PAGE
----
CAPAM, the Agricultural Training Centre - Cameroon

CAPAM, the Agricultural Training Centre - Cameroon
CAPAM trains farmers so that they are able to carry out profitable agropastoral activities.
Rating: 
Video Duration: 
02:58
Creator: 
Marie- France Odile
Date: 
Tuesday, October 31, 2017
Level: 
Youth
Description2: 

This is an introduction to the Agricultural Training Centre (CAPAM), where I work as an instructor.

The aim of CAPAM's training program is to train young people in agropastoral practices. The centre is located in the village of Zamakoé, six miles from the town of Mbalmayo on the Mbalmayo-Yaoundé route, in Cameroon's Centre Region.

CAPAM is the result of topical studies carried out by Sustainable Alternatives for Development (ADD). Following these studies, the ADD found that one of the factors which contributes to the poverty of rural populations and to the unemployment of young people in Nyong-et-So'o is the absence of regular training programs.

Founded in 2014 and certified on 14th October 2015 by MINEFOP, CAPAM is the only alternative training school for 60 miles.

Its structuring is as follows:
A.    An administration composed of qualified instructors
B.    A parents' association which co-manages the Centre

The Centre is on a plot of 10 acres, which includes:
a.    Three practical classrooms
b.    Boarding complex consisting of two 50-person dormitories, as well as a canteen which holds 100 people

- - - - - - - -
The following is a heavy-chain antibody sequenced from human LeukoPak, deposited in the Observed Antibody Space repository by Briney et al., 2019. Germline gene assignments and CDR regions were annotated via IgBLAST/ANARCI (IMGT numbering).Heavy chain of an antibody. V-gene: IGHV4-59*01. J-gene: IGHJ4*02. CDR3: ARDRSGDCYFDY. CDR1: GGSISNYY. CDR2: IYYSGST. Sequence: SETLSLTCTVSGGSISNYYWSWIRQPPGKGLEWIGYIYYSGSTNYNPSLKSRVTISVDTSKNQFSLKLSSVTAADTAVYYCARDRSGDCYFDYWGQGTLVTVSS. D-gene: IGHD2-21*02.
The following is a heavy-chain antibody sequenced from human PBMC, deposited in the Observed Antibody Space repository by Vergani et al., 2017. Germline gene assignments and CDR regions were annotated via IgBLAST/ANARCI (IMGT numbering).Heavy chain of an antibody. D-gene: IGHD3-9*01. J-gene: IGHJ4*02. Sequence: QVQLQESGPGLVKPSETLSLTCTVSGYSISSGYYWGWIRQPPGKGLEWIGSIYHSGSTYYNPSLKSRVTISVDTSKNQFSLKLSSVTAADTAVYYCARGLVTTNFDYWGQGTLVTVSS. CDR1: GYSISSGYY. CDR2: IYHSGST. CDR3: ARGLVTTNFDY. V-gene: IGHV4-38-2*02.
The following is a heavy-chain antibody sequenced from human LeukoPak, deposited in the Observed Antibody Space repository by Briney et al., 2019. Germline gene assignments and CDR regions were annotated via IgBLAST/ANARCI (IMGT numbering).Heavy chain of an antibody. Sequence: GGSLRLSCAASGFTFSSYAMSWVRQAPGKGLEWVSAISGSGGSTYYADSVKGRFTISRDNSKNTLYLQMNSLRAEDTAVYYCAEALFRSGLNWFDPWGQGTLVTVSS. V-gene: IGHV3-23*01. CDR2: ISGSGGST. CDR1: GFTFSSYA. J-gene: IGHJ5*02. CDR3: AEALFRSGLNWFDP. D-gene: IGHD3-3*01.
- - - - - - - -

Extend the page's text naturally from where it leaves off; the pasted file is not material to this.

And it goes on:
c.    60-metre pasture field
d.    Water tower with a capacity of 5000 litres

The Centre collaborates with partner farmers who take the students on as apprentices. CAPAM recruits all young people aged between 15 and 25, who are out of work or education for a training period which lasts up to 3 years.

During the 2016-17 school year, the Centre had a 100% pass rate for the Certificat de Qualification Professionnelle (Professional Qualification Certificate) which is overseen by MINEFOP.

Furthermore, these young people benefit from direct financial support from CAPAM so that they can carry out their introductory micro-projects.

CAPAM is also developing the Centre's agricultural practices, which include:
a.    A pig farm which holds 100 pigs
b.    A temporary chicken coop for up to 5,000 chickens
c.    A cocoa nursery for up to 10,000 plants
d.    Plots of corn, beans, etc.

Finally, CAPAM trains farmers so that they are able to carry out profitable agropastoral activities. We invite families to send their children here, so that they can benefit from a quality training program at CAPAM with direct financial support to set up their projects.

 

This English translation has been possible thanks to the PerMondo project: Free translation of website and documents for non-profit organisations. A project managed by Mondo Agit. Translator: Daniel Hirst. Proofreader: Holly Quillin.